Bernard Levin remarked, "I believe it is true, though it is hotly contested, that wherever you wish to go, you must start from where you are." Perhaps the most important step in planning your training is starting where you areóperformance analysis. If you have no idea where you are, it is difficult to know where to direct your efforts.
October, a peak training month and the last dryland month for most, is a good time of year to look at your training with an analytical eye: With efficiency in mind, no one wants to spend hours training the wrong way, and with comparatively little time left until snow and the first races, itís a very good time to make sure all the "little things" are in line.
In designing your dryland training, consider what gives you trouble skiing.
Analyze what part of the course presents the biggest problem. Where do you normally lose the most time: Flats? Gentle, "gliding" uphills? Steep uphills or herringbone sections? Downhills?
Identify what techniques give you the most trouble, especially as these are the ones we tend to neglect in training! With classic, is it the double pole or kick double pole? With skating, what technique is the most troublesome: V1? V2? V2 Alternate? For both, examine the terrain that poses the most difficulty: Is it gentle terrain or steep terrain? Analyze also how you transition between techniques and terrain.
When you have scrutinized your performance, make an even more honest self-analysis: Why are you losing time in these techniques or sections? Is it lack of general or specific muscle conditioning and strength? Technique? Equipment?
With a truck load of self-honesty, you can target an area of weakness and devise some way of improving in the specific area(s) before racing starts. If you have had trouble on the uphills, but felt that your condition and technique were not the problem (be honest!), look at equipment performance.
In classic skiing, if your skis dragged, or did not hold wax, they may be too soft. Or if they were fast on downhills, but refused to climb, they may be too stiff. Similarly, skating skis that sing in soft snow may not perform in hardpack, and good hardpack or wet snow skis may not work well in softer snow.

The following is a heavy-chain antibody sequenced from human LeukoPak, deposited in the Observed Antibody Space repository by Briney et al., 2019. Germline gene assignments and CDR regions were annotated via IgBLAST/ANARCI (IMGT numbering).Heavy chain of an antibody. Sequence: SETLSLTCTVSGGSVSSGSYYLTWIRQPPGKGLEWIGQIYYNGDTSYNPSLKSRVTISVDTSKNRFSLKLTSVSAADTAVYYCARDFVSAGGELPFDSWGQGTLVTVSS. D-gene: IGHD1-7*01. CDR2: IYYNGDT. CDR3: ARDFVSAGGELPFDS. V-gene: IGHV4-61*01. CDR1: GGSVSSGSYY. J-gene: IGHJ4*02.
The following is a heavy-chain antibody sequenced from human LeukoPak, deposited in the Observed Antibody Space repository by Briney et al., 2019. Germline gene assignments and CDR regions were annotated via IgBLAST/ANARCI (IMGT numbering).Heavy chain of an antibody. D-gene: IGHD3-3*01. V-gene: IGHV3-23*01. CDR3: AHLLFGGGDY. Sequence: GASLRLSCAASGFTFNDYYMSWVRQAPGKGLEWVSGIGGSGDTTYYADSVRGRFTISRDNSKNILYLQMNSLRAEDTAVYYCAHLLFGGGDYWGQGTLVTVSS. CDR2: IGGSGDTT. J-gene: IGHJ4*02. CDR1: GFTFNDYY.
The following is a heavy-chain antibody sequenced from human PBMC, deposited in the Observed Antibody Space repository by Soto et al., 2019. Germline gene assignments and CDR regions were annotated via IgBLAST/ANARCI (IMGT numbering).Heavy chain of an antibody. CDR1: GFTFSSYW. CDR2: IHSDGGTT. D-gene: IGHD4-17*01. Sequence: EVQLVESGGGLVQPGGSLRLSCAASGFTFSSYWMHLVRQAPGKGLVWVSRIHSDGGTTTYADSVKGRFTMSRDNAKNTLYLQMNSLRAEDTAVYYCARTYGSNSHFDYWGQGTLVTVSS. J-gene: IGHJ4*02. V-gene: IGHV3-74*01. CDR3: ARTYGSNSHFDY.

Peter Haleís Common Sense and Simplicity on page 50 gives some very useful parameters for choosing the right ski for you and the conditions. A few well-chosen skis are always more useful than a large, random quiver. Test your skis following Peterís guidelines to give you golden information for picking your next pair, even if you want something slightly stiffer or softer.
A good word of advice: Stick with one brand of skis, and really learn how to work within that brand. All the major brands are highly competitive. Youíll find NO advantage to owning two pairs of Brand A, one pair of Brand B, and another pair from Brand C. In fact, this haphazard mix is often counter-productive.
Spend good, quality time on performance analysis. Especially if you have written good training logs, it should be simple to identify areas for emphasis in the last dryland weeks and during those first weeks on snow. Once you hit snow, DONíT go out fast: Take time to ski yourself in, and re-claim good technique.
Remember: October sees the highest dryland training volume, making rest and nutrition especially important, as well as health. Look at your daily schedule, and make sure you are allowing yourself optimal recovery. Stay warm. Be sure to dry off and change after workouts. Success in skiing rests on a tripod of training, technique and recovery.
Start from where you are, as Levin suggested. Analyze what causes trouble, and design your dryland program to match.
Fall is a good time to buy your new skis. Stocks will hit their annual high-water mark, giving you many more pairs to pick from, ensuring a better fit whether you pick them yourself, or rely on one of the excellent mail-order catalogs that are out there. Be wary of those wonderful spring sales: They may well be unloading skis no one would buy!